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Chlorogenic acids (CGA) are cinnamic acid derivatives with biological effects mostly related to their antioxidant and antiinflammatory activities. Caffeoylquinic acids (CQA) and dicaffeoylquinic acids (diCQA) are the main CGA found in nature. Because green coffee is a major source of CGA, it has been used for production of nutraceuticals. However, data on the bioavailability of CGA from green coffee in humans are inexistent. The present study evaluated the pharmacokinetic profile and apparent bioavailability of CGA in plasma and urine of 10 healthy adults for 8 h after the consumption of a decaffeinated green coffee extract containing 170 mg of CGA. Three CQA, 3 diCQA, and caffeic, ferulic, isoferulic, and p-coumaric acids were identified in plasma by HPLC-Diode Array Detector-MS after treatment. Over 30% (33.1 +/- 23.1%) of the ingested cinnamic acid moieties were recovered in plasma, including metabolites, with peak levels from 0.5 to 8 h after treatment. CGA and metabolites identified in urine after treatment were 4-CQA, 5-CQA, and sinapic, p-hydroxybenzoic, gallic, vanillic, dihydrocaffeic, caffeic, ferulic, isoferulic, and p-coumaric acids, totaling 5.5 +/- 10.6% urinary recovery of the ingested cinnamic and quinic acid moiteties. This study shows that the major CGA compounds present in green coffee are highly absorbed and metabolized in humans.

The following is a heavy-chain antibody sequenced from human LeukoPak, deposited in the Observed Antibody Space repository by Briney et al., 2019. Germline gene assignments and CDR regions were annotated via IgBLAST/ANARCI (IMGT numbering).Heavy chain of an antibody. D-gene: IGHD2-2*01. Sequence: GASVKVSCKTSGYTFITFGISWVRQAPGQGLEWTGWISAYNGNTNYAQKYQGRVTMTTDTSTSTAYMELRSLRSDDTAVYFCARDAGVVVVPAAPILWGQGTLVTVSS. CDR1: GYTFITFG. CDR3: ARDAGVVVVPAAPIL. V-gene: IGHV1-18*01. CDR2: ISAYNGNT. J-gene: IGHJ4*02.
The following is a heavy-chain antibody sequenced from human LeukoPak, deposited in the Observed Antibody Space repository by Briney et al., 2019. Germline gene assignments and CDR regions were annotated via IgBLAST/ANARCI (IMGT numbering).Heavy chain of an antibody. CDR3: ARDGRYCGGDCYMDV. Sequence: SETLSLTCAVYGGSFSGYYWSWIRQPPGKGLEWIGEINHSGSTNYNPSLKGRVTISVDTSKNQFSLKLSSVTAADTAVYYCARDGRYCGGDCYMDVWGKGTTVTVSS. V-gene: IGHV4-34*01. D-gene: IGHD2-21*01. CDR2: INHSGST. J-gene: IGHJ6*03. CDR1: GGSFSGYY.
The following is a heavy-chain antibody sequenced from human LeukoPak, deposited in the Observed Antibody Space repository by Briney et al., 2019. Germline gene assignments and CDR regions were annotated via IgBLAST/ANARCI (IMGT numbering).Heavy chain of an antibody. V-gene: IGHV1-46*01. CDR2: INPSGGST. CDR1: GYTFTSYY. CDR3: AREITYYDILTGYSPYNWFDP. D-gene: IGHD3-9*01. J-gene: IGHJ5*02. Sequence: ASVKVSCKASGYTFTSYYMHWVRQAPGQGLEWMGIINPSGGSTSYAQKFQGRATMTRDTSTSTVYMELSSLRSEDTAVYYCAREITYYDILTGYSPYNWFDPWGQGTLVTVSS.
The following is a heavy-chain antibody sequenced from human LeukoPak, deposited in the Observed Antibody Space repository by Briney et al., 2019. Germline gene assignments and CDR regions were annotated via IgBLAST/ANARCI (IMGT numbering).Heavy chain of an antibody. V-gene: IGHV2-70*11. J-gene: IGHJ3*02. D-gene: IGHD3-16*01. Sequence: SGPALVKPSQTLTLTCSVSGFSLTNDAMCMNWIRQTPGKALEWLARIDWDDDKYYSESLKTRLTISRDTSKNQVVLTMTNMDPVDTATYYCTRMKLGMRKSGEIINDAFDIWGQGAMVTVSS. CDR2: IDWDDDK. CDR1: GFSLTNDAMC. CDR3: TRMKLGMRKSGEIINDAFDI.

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Overwhelming evidence now indicates that the quality of reporting of randomized, controlled trials (RCTs) is less than optimal. Recent methodologic analyses indicate that inadequate reporting and design are associated with biased estimates of treatment effects. Such systematic error is seriously damaging to RCTs, which boast the elimination of systematic error as their primary hallmark. Systematic error in RCTs reflects poor science, and poor science threatens proper ethical standards. A group of scientists and editors developed the CONSORT (Consolidated Standards of Reporting Trials) statement to improve the quality of reporting of RCTs. The statement consists of a checklist and flow diagram that authors can use for reporting an RCT. Many leading medical journals and major international editorial groups have adopted the CONSORT statement. The CONSORT statement facilitates critical appraisal and interpretation of RCTs by providing guidance to authors about how to improve the reporting of their trials. This explanatory and elaboration document is intended to enhance the use, understanding, and dissemination of the CONSORT statement. The meaning and rationale for each checklist item are presented. For most items, at least one published example of good reporting and, where possible, references to relevant empirical studies are provided. Several examples of flow diagrams are included. The CONSORT statement, this explanatory and elaboration document, and the associated Web site (http://www.consort -statement.org) should be helpful resources to improve reporting of randomized trials.